Thus, one trend of thought stresses the importance of the tekhelet, while the other prefers the white strings. Why does the second beraita stress the white strings over the symbolic tekhelet?

In order to resolve this, we must broaden our study and examine texts that do not directly relate to the sugya of tzitzit.

Daniel describes his vision of God in the following manner:

I beheld till thrones were placed, and one that was ancient of days did sit. His raiment was as white snow, and the hair of His head like pure wool; His throne was fiery flames and the wheels thereof burning fire (Daniel 7:9).

In this verse, Daniel describes God as “ancient of days,” garbed in pure white cloths, and white of hair. Daniel’s vision is the basis for the Zohar’s position that the level of revelation called “Atikta Kadisha” is characterized by the color white. According to the Zohar, other colors characterize lower levels of revelation. If so, white represents God in His most pure and revealed form, through which He guides and judges His creations.

The distinction created by the Zohar between white and other colors is rooted in the far more basic difference between white and tekhelet. The Zohar explains that tekhelet represents judgment, while white represents mercy. In that context, it seems that tekhelet represents a lower level of revelation, Sefirat Ha-Malchut, while white represents a higher level of revelation, Sefirat Ha-Chesed. Thus, the white strings are holier than those of tekhelet.

This mitzva of tzitzit includes blue and white, judgment and mercy, white fire that does not consume and blue that consumes and destroys… white from the right, blue from the left.

The Zohar explains that tekhelet is connected with judgment through its similarity to the roots of the words “achal” and “kala,” which mean “to consume” and “ceased.” In fact, the midrash (Sifrei, Bamidbar 115) also presents the tekhelet as having a negative connotation by noting the similarity to the word “kilayon,” “destruction.”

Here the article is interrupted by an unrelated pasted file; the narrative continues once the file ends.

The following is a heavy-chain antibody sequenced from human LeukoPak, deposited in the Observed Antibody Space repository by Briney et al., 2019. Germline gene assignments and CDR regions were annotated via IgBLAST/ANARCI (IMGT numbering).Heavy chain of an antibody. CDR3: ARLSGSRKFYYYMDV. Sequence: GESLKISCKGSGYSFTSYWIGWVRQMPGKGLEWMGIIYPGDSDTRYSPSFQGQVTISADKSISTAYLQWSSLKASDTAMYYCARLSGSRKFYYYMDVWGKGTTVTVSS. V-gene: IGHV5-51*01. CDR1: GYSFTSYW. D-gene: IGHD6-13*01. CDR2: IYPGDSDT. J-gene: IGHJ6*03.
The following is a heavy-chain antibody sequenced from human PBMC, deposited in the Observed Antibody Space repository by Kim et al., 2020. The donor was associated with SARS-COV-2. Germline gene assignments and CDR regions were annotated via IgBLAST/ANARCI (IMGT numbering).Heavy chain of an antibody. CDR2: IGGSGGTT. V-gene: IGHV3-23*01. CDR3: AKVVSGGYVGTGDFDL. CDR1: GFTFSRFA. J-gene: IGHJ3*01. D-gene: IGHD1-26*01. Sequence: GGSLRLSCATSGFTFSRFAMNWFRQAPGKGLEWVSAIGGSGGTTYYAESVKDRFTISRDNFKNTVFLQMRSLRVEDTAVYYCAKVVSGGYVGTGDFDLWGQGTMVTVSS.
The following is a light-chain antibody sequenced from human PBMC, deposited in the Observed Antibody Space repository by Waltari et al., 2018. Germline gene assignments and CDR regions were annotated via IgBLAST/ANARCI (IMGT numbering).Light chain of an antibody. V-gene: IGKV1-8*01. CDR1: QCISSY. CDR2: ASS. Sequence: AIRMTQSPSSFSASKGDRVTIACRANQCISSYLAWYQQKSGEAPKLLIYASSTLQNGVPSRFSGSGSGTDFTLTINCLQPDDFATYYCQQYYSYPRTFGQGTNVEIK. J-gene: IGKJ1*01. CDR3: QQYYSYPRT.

These are simple linguistic similarities; however, we do find verses in the Torah that seem to relate to the dual symbolism created by the tekhelet and the white.

And it shall be unto you for a fringe, that you may look upon it, and remember all the commandments of the Lord and do them; and that you go not after your own heart and your own eyes, after which you use to go astray; that you may remember and do all My commandments, and be holy unto your God (Bamidbar 15:39-40).

Twice in three verses, we are commanded to remember and fulfill all the mitzvot. First, the negative result of forgetting the mitzvot is stressed:

Go not about after your own heart and your own eyes, after which you use to go astray…

In the second command, the Torah tells us to remember and uphold the mitzvot so that we can take part in the creation of a positive outcome:

That you may remember and do all my commandments and be holy unto your God.

According to the Zohar, it seems that these two dimensions of the mitzvot are symbolized by the different colors of the tzitzit. The tekhelet symbolizes the negative outcome created by violating the mitzvot, and the white represents the positive outcome of “be holy unto your God” that results from following them.

Differentiating Between Tekhelet and White

The mishna (Berakhot 1:2) defines the time that one may begin to recite keriat shema as the time of morning when there is sufficient light to allow one to differentiate between tekhelet and white. The Bavli (Menachot 43b) explains that this criterion is not simply a technical definition of the hours of the morning; it is meant to demonstrate the essential connection between the mitzva of keriat shema and tzitzit.

“And you shall see them and you shall remember” (Bamidbar 15:39): see this mitzva and remember a different mitzva that depends on it. Which mitzvah is that? It is keriat shema, as we learn in the mishna: From when may one begin reciting shema in the morning? From when he can distinguish between tekhelet and white.

A similar explanation is found in the Yerushalmi Berakhot, and the Zohar also relates to the connection between the two mitzvot:

Because of this, the editor of the mishna established: “From when is the shema read in the morning? From when one can distinguish between blue and white.” And because of this, the parsha of tzitzit is read in “yichud” [keriat shema, which is the mitzva of declaring yichud Hashem, the unity of God].

The different approaches to the understanding of the relationship between the two mitzvot can teach us much about the difference between the nigleh, the revealed Torah, and the nistar, the secret, mystical teachings of the Torah. Both Talmuds, after discussing the mishna, quote R. Meir, who believes that the tekhelet is a symbol for the Divine. If the tekhelet represents the Divine, then in order to fulfill the mitzva of keriat shema, one must be able to differentiate between the Divine (tekhelet) and the mundane (white). Our ability to accept the kingship of God is dependent on our ability to separate it from the earthly and mundane.